Lentils are a member of the legume family and grow pods filled with small disc-shaped seeds. Each pod usually contains 2 seeds that come in a wide range of colors and size, most commonly orange, black, green or brown. This small and bushy plant rarely grows over 2 feet tall and, as an ancient crop, was one of the first plants domesticated in western Asia. It grows as a cool season annual and does great with limited moisture but will not survive deep frosts. The seed is rich in minerals and protein and makes a great addition to rices and soups. Additionally, it will fix nitrogen into depleted soils if the correct soil bacteria are present, making growing lentils a win-win situation for all.
Brown lentils are the most commonly consumed type of lentil in the US. If not specified otherwise on the packaging, this is likely the type of lentils found in your local supermarket. These lentils are frequently cooked as a “stand alone” dish or are cooked and served with rice as they tend to retain their shape and flavor better when cooked than other varieties (e.g., green).
Seed Depth: 1″
Space Between Plants: 1″
Space Between Rows: 18–24″
Germination Soil Temperature: 50–68°F. Seeds will germinate faster in warmer temperatures.
Days for Germination: 10
Sow Indoors: Start plants indoors approximately 6–8 weeks before average last frost.
Sow Outdoors: Sow seeds outdoors as early as 2–3 weeks before the average last frost however, keep in mind that lentils will germinate faster in warmer soil.
Prefers somewhat cooler climates but does not do well in more than a light frost. Seeds will germinate at 50°F, but plants will grow best at the higher end of the germination range, around 68°F. Legumes will grow well in semi-arid climates as well, which tend to be found in the warmer regions of the country. In these regions, legumes should be grown as a winter crop.
Natural: Full sun. Will tolerate partial shade.
Artificial: Fluorescent lamps should provide sufficient light to your plants as lentils don’t require a lot of heat to get growing. Place bulbs approximately 6″ from the tops of your seedlings to prevent burning for at least 10 hours a day.
Soil: Prefers loamy, well-drained, loose soil but will grow in most soil types if they are prepared with a compost prior to planting. A pH of 6.0 to 6.5 will keep plants healthy and nourished.
Soilless: As lentils prefer soil that is well drained, we recommend soilless mixes that contain perlite and/or vermiculite.
Hydroponics: An ebb and flow system with clay or gravel pellets will help support your plants as they grow.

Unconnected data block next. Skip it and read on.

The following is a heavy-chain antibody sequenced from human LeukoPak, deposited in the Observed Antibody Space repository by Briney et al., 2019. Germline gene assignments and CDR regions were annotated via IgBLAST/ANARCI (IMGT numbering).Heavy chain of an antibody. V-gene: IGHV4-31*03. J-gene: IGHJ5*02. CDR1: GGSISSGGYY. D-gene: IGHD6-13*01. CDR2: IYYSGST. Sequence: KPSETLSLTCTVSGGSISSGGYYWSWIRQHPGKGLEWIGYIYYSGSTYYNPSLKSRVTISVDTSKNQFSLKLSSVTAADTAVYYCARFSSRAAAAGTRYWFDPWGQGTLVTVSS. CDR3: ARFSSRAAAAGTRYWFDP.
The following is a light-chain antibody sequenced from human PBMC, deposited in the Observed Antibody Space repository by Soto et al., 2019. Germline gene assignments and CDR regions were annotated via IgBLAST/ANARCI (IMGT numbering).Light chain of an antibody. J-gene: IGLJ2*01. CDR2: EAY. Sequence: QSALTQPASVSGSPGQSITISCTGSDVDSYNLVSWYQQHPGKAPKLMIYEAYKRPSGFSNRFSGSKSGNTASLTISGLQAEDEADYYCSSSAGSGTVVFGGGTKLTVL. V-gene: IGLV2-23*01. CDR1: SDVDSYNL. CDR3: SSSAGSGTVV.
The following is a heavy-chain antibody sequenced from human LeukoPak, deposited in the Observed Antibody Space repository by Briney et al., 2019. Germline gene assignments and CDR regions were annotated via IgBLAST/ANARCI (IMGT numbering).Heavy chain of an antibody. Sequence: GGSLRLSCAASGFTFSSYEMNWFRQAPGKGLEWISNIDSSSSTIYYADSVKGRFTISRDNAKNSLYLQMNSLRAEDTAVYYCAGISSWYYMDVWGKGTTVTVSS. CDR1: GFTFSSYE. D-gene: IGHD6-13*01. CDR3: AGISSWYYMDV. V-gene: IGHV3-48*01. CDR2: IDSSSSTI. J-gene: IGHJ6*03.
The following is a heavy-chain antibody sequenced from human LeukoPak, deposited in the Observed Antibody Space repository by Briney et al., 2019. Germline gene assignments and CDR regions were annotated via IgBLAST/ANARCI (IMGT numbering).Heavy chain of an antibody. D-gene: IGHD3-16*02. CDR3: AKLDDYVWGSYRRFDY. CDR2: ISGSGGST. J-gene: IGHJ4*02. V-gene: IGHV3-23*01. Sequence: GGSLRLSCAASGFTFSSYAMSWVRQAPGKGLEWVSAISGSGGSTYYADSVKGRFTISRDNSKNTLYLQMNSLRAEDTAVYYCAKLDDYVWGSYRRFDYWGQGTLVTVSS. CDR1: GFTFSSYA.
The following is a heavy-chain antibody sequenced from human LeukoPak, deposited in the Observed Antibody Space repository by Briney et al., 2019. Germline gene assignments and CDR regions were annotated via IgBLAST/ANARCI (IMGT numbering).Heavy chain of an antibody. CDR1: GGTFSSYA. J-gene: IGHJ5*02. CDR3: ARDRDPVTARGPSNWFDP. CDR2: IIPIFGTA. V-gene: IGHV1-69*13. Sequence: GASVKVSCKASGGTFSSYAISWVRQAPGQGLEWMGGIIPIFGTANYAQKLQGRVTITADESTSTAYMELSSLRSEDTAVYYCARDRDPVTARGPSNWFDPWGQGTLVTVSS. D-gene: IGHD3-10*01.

Aeroponics: Not much is known about growing lentils aeroponically, so if you try it out, let us know how it goes!
Water: Requires moderate levels of water but does not like to have soggy roots. Lentils are much more drought resistant than other legumes, so be wary of overwatering your plants.
Nutrients: Adding fertilizer to the soil prior to growing can help plants grow, particularly if soil is rich in sand or clay. However, this isn’t necessary. If using a fertilizer, make sure it is higher in potassium and phosphorous than nitrogen (e.g., 8-16-16).
Foliar: Applying a compost tea foliar will help keep plants healthy and nourished.
Rotation: A 3- or 4-year rotation with other plants such as corn and most grains will help keep the soil disease-free and nourished.
Companions: Grows well with cucumbers, savory, and potatoes. Avoid planting with mustard, soybeans, sunflowers, and sugar beets.
Harvest: Should be harvested when the plants begin to turn yellow and dry out. To harvest, pull the entire plant from the ground and remove the dirt and roots. Place plant in a warm, dry location. Once the pods have dried, remove them from the plant and place them underneath a cloth or towel. Gently crush the pods and remove the seeds from inside.
Storage: Once dry and if kept away from moisture, lentils can be stored in a container with a lid or a jar for an indefinite amount of time.
History: An ancient crop, it has been theorized that lentils became extremely popular in human diets due to their ability to keep for extended periods of time as well as their high nutrient content.
Preserve: Lentils are most commonly dried but may also be frozen by first boiling them and then placing in freezer bags after cooling.
Prepare: To cook lentils, combine in a sauce pan or dutch oven with water or broth. Allow to simmer until tender or at a consistency that is to your liking. Lentils do not need to absorb all the liquid they are being cooked in so we recommend taste tasting as you go.
Nutritional: Contains significant amounts of fiber, folates, and many essential minerals such as iron, magnesium, phosphorous, and manganese.
Medicinal: Sources have claimed that lentils can aid in cleansing the digestive system and improve overall stomach health.
In the mood for something rich and filling? Try this delicious Curried Lentils dish.